In the recent decision of Boon v Summs of Qld Pty Ltd the Queensland Court of Appeal overturned the primary judgment against an appellant who had three fingers of his hand severed whilst on a lunch break. The injury was caused by the appellant’s hand coming into contact with an extended blade of a knife held by a co-worker employed by the respondent.

In the primary judgment, the Supreme Court held that the conduct of the co-worker using the knife to peel an orange was not reasonably foreseeable to the employer as involving a significant risk of injury to others on site. As the employee’s actions were not negligent, the employer was not vicariously liable for the appellant’s injury.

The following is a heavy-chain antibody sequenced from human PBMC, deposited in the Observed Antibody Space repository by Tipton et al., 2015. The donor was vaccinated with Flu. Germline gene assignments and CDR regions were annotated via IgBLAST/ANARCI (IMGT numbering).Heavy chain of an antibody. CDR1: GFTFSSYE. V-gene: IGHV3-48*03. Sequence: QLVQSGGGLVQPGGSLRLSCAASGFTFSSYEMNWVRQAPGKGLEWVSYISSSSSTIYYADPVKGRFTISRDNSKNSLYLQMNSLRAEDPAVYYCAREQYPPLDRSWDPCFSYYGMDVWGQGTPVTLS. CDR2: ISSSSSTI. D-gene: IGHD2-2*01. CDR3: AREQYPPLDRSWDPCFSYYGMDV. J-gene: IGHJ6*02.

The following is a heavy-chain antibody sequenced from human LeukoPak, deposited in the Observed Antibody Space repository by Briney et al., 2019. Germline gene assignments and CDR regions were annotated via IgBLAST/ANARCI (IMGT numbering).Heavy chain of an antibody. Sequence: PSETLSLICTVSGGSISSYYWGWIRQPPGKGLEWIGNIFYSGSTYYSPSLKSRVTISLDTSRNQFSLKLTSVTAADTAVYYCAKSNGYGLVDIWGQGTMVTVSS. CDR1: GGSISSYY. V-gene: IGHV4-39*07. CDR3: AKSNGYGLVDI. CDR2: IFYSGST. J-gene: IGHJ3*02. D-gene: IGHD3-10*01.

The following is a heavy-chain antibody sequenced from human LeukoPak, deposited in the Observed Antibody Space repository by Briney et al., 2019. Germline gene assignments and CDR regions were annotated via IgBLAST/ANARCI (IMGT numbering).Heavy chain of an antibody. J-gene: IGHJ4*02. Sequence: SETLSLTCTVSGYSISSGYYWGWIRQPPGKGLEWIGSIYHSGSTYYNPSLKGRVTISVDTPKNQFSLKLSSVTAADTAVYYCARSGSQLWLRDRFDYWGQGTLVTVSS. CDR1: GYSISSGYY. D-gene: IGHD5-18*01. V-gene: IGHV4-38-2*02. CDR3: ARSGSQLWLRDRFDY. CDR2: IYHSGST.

However, the Court of Appeal considered the primary judge erred in identifying the precise risk. It held that the conduct of the employee, in rising from a crouched position holding a long bladed knife exposing passers-by to injury, was the identifiable risk. The Court of Appeal concluded that there was a foreseeable risk that the appellant may have been struck by the knife as he passed and the employee ought to have known of the risk which was not an insignificant one. In essence, it was the careless waving around of the knife afterwards which was the critical negligence, not the innocuous pealing of the orange. It was held the employee acted negligently causing the appellant’s injury. The employer was vicariously liable for the negligence of its employee.